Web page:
Opposition Day — Fuel Duty In Remote Rural Areas — 7 Feb 2011 at 19:15

The majority of MPs voted in favour of noting the government's commitment to deliver a discount in fuel duty for certain remote rural areas.

The text of the approved motion was:

  • That this House:
  • notes the dramatic increase in the world oil price to over $100 per barrel;
  • further notes that there has been a significant impact on fuel prices in the UK as a result;
  • recognises the impact this has on households and business;
  • notes that the previous administration's rises in fuel duty that have taken effect during the past year have further increased prices;
  • further notes that the Government inherited the largest deficit in UK peacetime history, that the previous administration had no credible plan to deal with the deficit, that the Government has been clear that everyone will make a contribution to tackle the deficit but that the most vulnerable will be protected, and that the Government is considering a fair fuel stabiliser that could support motorists and businesses when oil prices are high;
  • further notes that the Government in addition is taking forward swiftly its commitment at EU level to introduce a pilot scheme that would deliver a discount of up to 5 pence per litre in duty in remote rural areas such as the Inner and Outer Hebrides, the Northern Isles and the Isles of Scilly; and
  • further notes that the Chancellor will update the House on all fiscal matters at the time of the Budget."

There was nothing substantive in the approved motion as amendment; MPs merely agreed to note a number of items.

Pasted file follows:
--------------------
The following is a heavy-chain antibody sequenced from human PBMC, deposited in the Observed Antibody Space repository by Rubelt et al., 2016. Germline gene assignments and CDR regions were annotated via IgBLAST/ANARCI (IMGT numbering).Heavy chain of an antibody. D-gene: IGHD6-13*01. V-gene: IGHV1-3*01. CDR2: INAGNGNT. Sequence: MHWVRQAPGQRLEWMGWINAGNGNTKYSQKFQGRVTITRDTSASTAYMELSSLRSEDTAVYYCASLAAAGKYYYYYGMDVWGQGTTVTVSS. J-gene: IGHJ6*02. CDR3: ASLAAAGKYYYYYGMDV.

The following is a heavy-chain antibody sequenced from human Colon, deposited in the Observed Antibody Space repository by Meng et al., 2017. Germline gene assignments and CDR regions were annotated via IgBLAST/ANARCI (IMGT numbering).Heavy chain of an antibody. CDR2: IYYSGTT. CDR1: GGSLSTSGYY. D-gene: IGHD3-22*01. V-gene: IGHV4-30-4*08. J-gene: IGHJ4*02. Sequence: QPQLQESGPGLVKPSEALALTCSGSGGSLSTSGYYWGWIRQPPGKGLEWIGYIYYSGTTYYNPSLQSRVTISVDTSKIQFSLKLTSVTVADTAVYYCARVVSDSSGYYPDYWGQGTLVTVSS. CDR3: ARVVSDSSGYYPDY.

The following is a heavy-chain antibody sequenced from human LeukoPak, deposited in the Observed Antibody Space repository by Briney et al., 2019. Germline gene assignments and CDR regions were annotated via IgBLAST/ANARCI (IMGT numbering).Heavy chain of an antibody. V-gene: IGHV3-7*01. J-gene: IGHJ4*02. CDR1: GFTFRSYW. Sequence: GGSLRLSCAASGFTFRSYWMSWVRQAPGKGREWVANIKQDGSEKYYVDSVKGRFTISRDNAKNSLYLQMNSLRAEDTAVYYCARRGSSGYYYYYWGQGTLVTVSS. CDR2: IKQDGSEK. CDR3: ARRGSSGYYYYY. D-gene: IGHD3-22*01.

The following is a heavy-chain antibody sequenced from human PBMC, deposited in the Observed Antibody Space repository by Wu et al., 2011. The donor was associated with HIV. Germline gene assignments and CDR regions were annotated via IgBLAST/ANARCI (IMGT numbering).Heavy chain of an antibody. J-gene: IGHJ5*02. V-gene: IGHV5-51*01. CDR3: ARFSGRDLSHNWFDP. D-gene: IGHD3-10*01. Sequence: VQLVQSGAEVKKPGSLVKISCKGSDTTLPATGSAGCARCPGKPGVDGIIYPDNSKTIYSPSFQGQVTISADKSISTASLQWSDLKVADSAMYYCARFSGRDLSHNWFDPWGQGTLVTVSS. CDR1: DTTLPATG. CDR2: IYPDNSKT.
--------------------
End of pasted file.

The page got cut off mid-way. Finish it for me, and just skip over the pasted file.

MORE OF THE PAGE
This vote was preceded by a vote during which MPs agreed not to call on the Government to reduce fuel duties for the most rural areas at the earliest possible opportunity.

Debate in Parliament | Source |

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Party Summary

Votes by party, red entries are votes against the majority for that party.

What is Tell? '+1 tell' means that in addition one member of that party was a teller for that division lobby.

What are Boths? An MP can vote both aye and no in the same division. The boths page explains this.

What is Turnout? This is measured against the total membership of the party at the time of the vote.

PartyMajority (Aye)Minority (No)BothTurnout
Alliance0 10100.0%
Con246 (+1 tell) 0080.7%
Lab0 127049.2%
LDem51 (+1 tell) 0091.2%
PC0 2 (+1 tell)0100.0%
SNP0 5 (+1 tell)0100.0%
Total:297 135069.1%

Rebel Voters - sorted by name

MPs for which their vote in this division differed from the majority vote of their party. You can see all votes in this division, or every eligible MP who could have voted in this division

Sort by: Name | Constituency | Party | Vote

no rebellions

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